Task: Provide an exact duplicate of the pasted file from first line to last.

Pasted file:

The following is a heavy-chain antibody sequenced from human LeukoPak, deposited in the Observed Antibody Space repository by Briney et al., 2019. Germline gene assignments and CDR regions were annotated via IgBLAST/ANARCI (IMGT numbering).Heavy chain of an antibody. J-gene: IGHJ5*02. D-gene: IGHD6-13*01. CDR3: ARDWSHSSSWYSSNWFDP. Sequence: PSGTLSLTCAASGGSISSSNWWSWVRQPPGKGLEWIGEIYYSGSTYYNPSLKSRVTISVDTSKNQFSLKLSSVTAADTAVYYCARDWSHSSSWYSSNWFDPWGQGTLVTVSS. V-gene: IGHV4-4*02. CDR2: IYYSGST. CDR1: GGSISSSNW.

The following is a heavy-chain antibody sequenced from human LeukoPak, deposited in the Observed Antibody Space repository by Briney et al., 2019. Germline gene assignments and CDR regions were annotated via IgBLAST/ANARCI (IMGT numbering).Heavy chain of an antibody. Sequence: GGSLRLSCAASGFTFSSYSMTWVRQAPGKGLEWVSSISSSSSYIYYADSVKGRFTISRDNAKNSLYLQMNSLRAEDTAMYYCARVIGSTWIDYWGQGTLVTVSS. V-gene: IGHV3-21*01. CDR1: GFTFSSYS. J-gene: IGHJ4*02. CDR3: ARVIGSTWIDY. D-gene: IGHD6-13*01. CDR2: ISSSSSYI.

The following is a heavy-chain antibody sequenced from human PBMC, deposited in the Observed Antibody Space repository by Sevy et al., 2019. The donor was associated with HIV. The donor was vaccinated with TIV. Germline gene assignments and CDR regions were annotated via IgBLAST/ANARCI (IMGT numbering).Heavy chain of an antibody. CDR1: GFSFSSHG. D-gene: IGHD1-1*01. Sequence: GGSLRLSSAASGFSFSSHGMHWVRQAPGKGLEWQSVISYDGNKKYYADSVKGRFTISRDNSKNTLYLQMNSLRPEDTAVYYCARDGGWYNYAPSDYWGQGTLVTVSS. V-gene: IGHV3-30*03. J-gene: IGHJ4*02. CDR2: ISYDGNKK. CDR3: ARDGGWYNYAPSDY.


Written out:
The following is a heavy-chain antibody sequenced from human LeukoPak, deposited in the Observed Antibody Space repository by Briney et al., 2019. Germline gene assignments and CDR regions were annotated via IgBLAST/ANARCI (IMGT numbering).Heavy chain of an antibody. J-gene: IGHJ5*02. D-gene: IGHD6-13*01. CDR3: ARDWSHSSSWYSSNWFDP. Sequence: PSGTLSLTCAASGGSISSSNWWSWVRQPPGKGLEWIGEIYYSGSTYYNPSLKSRVTISVDTSKNQFSLKLSSVTAADTAVYYCARDWSHSSSWYSSNWFDPWGQGTLVTVSS. V-gene: IGHV4-4*02. CDR2: IYYSGST. CDR1: GGSISSSNW.

The following is a heavy-chain antibody sequenced from human LeukoPak, deposited in the Observed Antibody Space repository by Briney et al., 2019. Germline gene assignments and CDR regions were annotated via IgBLAST/ANARCI (IMGT numbering).Heavy chain of an antibody. Sequence: GGSLRLSCAASGFTFSSYSMTWVRQAPGKGLEWVSSISSSSSYIYYADSVKGRFTISRDNAKNSLYLQMNSLRAEDTAMYYCARVIGSTWIDYWGQGTLVTVSS. V-gene: IGHV3-21*01. CDR1: GFTFSSYS. J-gene: IGHJ4*02. CDR3: ARVIGSTWIDY. D-gene: IGHD6-13*01. CDR2: ISSSSSYI.

The following is a heavy-chain antibody sequenced from human PBMC, deposited in the Observed Antibody Space repository by Sevy et al., 2019. The donor was associated with HIV. The donor was vaccinated with TIV. Germline gene assignments and CDR regions were annotated via IgBLAST/ANARCI (IMGT numbering).Heavy chain of an antibody. CDR1: GFSFSSHG. D-gene: IGHD1-1*01. Sequence: GGSLRLSSAASGFSFSSHGMHWVRQAPGKGLEWQSVISYDGNKKYYADSVKGRFTISRDNSKNTLYLQMNSLRPEDTAVYYCARDGGWYNYAPSDYWGQGTLVTVSS. V-gene: IGHV3-30*03. J-gene: IGHJ4*02. CDR2: ISYDGNKK. CDR3: ARDGGWYNYAPSDY.